a. Foster awareness and use of OER. Promote and use OER to widen access to education at all levels, both formal and non-formal, in a perspective of lifelong learning, thus contributing to social inclusion, gender equity and special needs education. Improve both cost-efficiency and quality of teaching and learning outcomes through greater use of OER. b. Facilitate enabling environments for use of Information and Communications Technologies (ICT). Bridge the digital divide by developing adequate infrastructure, in particular, affordable broadband connectivity, widespread mobile technology and reliable electrical power supply. Improve media and information literacy and encourage the development and use of OER in open standard digital formats. c. Reinforce the development of strategies and policies on OER. Promote the development of specific policies for the production and use of OER within wider strategies for advancing education. d. Promote the understanding and use of open licensing frameworks. Facilitate the re-use, revision, remixing and redistribution of educational materials across the world through open licensing, which refers to a range of frameworks that allow different kinds of uses, while respecting the rights of any copyright holder. e. Support capacity building for the sustainable development of quality learning materials. Support institutions, train and motivate teachers and other personnel to produce and share high-quality, accessible educational resources, taking into account local needs and the full diversity of learners. Promote quality assurance and peer review of OER. Encourage the development of mechanisms for the assessment and certification of learning outcomes achieved through OER. f. Foster strategic alliances for OER. Take advantage of evolving technology to create opportunities for sharing materials which have been released under an open license in diverse media and ensure sustainability through new strategic partnerships within and among the education, industry, library, media and telecommunications sectors. g. Encourage the development and adaptation of OER in a variety of languages and cultural contexts. Favour the production and use of OER in local languages and diverse cultural contexts to ensure their relevance and accessibility. Intergovernmental organisations should encourage the sharing of OER across languages and cultures, respecting indigenous knowledge and rights. h. Encourage research on OER. Foster research on the development, use, evaluation and recontextualisation of OER as well as on the opportunities and challenges they present, and their impact on the quality and cost-efficiency of teaching and learning in order to strengthen the evidence base for public investment in OER. i. Facilitate finding, retrieving and sharing of OER. Encourage the development of user-friendly tools to locate and retrieve OER that are specific and relevant to particular needs. Adopt appropriate open standards to ensure interoperability and to facilitate the use of OER in diverse media. j. Encourage the open licensing of educational materials produced with public funds. Governments/competent authorities can create substantial benefits for their citizens by ensuring that educational materials developed with public funds be made available under open licenses (with any restrictions they deem necessary) in order to maximize the impact of the investment. 2012-06-22 Source: (http://www.unesco.org/new/fileadmin/MULTIMEDIA/HQ/CI/CI/pdf/Events/Paris%20OER%20Declaration_0 1.pdf).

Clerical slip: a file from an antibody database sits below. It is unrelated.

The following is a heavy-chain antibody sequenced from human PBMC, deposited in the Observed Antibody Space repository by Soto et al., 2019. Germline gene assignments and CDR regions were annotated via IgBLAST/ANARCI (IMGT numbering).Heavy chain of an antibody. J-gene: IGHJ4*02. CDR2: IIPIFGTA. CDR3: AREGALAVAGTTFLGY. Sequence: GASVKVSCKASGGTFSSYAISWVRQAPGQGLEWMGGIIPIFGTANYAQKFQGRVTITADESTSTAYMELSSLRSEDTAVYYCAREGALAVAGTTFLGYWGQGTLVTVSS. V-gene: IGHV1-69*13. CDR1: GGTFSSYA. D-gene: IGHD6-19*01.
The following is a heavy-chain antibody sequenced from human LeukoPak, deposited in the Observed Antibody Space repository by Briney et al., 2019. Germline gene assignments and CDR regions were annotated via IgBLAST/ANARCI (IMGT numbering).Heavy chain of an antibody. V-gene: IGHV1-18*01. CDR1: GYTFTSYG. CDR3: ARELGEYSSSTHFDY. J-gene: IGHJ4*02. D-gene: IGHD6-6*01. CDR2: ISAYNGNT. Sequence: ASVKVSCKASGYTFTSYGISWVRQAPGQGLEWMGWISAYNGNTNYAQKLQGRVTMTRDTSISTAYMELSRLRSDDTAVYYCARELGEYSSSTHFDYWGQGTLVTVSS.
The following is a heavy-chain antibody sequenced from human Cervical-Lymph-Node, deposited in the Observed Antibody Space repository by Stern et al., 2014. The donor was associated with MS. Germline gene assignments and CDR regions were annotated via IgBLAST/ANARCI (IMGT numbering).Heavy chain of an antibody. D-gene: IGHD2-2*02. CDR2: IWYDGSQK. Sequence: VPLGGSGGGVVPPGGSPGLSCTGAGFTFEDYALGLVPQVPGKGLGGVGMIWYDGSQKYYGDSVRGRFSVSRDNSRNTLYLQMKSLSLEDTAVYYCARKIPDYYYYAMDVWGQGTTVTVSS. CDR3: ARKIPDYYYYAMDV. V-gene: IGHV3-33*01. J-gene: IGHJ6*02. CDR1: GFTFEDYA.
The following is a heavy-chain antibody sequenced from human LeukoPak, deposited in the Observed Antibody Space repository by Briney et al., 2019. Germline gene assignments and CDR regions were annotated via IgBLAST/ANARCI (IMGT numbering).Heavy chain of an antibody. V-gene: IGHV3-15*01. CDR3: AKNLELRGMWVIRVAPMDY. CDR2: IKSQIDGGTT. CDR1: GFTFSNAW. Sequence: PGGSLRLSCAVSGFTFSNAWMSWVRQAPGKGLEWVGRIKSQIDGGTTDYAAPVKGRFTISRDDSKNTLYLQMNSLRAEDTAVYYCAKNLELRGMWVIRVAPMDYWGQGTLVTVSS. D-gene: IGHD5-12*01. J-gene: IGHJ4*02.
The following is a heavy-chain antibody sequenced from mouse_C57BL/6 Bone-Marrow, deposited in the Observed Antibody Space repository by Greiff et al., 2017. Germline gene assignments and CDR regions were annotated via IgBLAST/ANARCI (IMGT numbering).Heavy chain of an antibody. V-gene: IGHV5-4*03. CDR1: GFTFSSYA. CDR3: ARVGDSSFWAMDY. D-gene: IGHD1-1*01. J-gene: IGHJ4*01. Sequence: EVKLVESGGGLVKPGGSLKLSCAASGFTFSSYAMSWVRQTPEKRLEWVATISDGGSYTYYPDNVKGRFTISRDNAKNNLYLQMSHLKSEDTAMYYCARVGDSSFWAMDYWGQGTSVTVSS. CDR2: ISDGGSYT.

Useful Resources related to Open Policy 1. Analysis of Responses to the OECD Country Questionnaire – published by the Organization for Economic Co-operation and Development (OECD) in May 2012. The report analyzes responses to questionnaire sent to OECD member countries regarding the policy context related to OER. Download here: http://www.oecd-ilibrary.org/education/open-educationalresources_5k990rjhvtlv-en. 2. Survey on Governments’ Open Educational Resources (OER) Policies – published by the Commonwealth of Learning (COL) and UNESCO in June 2012. This report provides an overview of the findings of the COL/UNESCO survey on OER policies and activity across all countries of the world, and puts forward some suggestions for promoting the use and development of OER and overcoming current obstacles to its implementation. The report can be downloaded here: http://www.col.org/resources/publications/Pages/detail.aspx?PID=408. 3. OER Policy Registry - a database of existing open education policies from around the world that can be used as examples, references, case studies, etc. Anyone can easily share, update, and browse open education policies and legislation. For more information or to share an example of open policy that you know of, click here: http://wiki.creativecommons.org/OER_Policy_Registry. 4. OER Policy Review and Development Toolkit - A guide for higher education institutions interested in creating and using Open Educational Resources - published by South African Institute for Distance Education in February 2012. Aimed at higher education stakeholders working with OER it will help you to review your own institutional policy environment and where necessary institute policy changes that will facilitate collaboration and the development and sharing of OER. http://www.oerafrica.org/understandingoer/ResourcesonOER/ResourceDetails/tabid/1424/mctl/Det ails/id/39083/Default.aspx. OpenCourseWare Consortium PO Box 251, Newton, MA 02464, USA www.ocwconsortium.org feedback@ocwconsortium.org

Activities of the OpenCourseWare Consortium are supported by the William and Flora Hewlett Foundation, member dues, and contributions from our sustaining members: The African Virtual University | China Open Resources for Education | Fundação Getulio Vargas - FGV Online | Delft University of Technology| Japan OpenCourseWare Consortium | Johns Hopkins Bloomberg School of Public Health | Korea OpenCourseWare Consortium| Massachusetts Institute of Technology | Netease Information Technology (Beijing) Co., Ltd. | Open Universiteit (the Netherlands) | Tecnológico de Monterrey| Taiwan OpenCourseWare Consortium |Tufts University | UNIVERSIA| Universidad Politécnica de Madrid | University of California, Irvine | University of Michigan | University of the Western Cape